Waste facility workers receive training on equipment safety, personal protective equipment and confined space safety, but they may not understand their role when it comes to keeping customers safe.
Your gatehouse staff should be clearly communicating all safety policies to customers. But communication cannot stop at the gatehouse. Every single member of your crew—from the spotters to the equipment operators—need to be on the same page when it comes to customer safety policies.
Are the signs at your facility clean and clear? Do they clearly communicate directional and safety guidance to your customers? Signs that contain too much text can end up being a safety hazard. And if many of your customers don’t speak and read English, not having signs in their native language means they are left in the dark when it comes to safety rules at your facility.
Ask someone who has never been to your site before how well they could read the signs and whether or not they were able to follow posted directions. You and your staff know your site intimately, but a customer visiting your site—or a waste facility in general—for the first time will need clear, simple signage to help them find their way safely and without frustration.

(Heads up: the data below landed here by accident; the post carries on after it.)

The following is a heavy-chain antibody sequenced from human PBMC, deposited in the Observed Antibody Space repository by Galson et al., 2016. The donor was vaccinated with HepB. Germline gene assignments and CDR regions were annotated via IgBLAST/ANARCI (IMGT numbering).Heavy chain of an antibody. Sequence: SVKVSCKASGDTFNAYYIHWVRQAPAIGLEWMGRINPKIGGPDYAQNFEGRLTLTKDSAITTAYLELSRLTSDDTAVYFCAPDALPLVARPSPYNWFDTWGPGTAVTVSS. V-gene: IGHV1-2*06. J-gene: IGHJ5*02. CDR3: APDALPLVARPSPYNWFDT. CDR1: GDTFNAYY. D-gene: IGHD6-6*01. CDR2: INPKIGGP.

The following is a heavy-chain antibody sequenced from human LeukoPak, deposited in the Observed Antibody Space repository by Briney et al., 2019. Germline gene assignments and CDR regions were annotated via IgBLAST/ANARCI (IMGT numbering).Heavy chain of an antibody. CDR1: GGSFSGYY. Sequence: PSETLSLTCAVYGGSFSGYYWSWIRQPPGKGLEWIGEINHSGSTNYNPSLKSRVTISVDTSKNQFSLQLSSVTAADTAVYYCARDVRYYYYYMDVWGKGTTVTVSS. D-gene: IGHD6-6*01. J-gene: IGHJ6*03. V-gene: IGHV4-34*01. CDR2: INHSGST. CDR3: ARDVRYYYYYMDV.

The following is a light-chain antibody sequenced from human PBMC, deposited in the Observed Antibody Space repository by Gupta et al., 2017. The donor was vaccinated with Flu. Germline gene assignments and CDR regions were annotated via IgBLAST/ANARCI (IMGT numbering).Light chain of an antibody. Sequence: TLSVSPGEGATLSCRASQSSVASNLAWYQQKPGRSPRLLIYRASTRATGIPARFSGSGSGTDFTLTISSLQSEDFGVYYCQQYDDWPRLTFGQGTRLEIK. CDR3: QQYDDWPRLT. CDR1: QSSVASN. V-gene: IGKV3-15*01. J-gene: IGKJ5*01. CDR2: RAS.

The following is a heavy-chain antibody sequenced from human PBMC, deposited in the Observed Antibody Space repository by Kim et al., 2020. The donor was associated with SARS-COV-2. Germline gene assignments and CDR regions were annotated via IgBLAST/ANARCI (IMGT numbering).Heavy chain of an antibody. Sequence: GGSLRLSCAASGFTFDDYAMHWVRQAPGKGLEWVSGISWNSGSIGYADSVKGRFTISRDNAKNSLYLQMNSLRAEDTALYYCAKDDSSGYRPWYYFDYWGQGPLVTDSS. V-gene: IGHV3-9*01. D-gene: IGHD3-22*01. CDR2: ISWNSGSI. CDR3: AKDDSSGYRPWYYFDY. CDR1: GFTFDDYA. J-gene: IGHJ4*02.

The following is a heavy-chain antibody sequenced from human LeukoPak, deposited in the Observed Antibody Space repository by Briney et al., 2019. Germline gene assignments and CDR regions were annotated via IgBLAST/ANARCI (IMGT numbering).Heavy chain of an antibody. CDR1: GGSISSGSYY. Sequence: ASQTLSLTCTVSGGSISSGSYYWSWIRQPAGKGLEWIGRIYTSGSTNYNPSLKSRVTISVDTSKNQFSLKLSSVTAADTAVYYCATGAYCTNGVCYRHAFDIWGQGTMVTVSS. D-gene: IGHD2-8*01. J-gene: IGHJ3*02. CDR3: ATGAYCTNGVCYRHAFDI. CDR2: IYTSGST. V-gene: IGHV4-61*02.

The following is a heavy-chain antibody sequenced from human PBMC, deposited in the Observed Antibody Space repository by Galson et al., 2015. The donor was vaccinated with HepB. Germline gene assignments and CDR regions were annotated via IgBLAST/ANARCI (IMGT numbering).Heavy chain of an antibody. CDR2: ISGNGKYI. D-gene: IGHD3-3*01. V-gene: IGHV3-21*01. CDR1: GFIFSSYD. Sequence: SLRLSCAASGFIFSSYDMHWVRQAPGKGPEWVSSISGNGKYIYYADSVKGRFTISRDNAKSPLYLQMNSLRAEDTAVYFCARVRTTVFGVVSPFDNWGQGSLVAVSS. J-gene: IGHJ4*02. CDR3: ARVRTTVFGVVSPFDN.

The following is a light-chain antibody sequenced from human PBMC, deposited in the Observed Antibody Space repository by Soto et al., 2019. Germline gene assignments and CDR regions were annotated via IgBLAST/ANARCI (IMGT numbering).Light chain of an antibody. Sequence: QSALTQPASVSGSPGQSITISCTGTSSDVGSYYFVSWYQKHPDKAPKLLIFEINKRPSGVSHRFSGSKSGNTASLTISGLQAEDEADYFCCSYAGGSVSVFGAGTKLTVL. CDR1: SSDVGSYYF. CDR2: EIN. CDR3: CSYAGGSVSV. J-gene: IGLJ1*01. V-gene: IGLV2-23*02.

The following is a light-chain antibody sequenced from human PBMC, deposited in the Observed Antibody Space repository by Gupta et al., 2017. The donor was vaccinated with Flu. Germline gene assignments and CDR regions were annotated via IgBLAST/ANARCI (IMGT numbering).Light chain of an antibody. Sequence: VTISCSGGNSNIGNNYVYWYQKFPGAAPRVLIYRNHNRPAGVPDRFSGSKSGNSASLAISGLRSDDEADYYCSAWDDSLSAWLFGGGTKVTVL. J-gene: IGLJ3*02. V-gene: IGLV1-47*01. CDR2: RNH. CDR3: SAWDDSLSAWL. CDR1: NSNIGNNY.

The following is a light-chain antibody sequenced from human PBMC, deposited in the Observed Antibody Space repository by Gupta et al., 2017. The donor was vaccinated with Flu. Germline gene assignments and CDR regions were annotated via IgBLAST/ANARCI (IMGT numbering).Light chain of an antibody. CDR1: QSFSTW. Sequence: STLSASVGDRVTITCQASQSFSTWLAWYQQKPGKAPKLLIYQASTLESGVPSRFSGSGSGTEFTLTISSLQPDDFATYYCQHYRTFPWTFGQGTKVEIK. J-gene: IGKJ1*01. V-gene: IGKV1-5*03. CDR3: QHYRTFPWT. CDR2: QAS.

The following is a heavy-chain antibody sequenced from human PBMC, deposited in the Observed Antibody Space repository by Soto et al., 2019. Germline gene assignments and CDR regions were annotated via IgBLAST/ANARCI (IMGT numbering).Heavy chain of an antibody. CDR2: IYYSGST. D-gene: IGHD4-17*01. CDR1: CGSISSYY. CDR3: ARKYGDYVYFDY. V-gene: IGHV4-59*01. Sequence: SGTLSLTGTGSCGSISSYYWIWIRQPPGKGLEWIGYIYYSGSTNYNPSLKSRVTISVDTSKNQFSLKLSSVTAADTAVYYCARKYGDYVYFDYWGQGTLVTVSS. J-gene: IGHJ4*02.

A customized safety video will give customers a preview of what to expect as they enter your facility and proceed to the unloading areas. Overhead drone footage, shots showing the entrance of the waste facility, and details on the facility’s specific safety policies can provide customers with the information they need to have a safe visit.
Website and Social Media
Your Web site, social media platforms and mobile apps can provide practical, current information on safety risks and rules at your facility. Your Web site is often the very first contact a customer will have with your facility. Do not miss that opportunity to incorporate safety tips and rules throughout your Web site.
A well-designed Web site can serve as a resource for customers. Safety videos, lists of hazardous and prohibited materials, and information about your facility can help your customers keep safety a priority.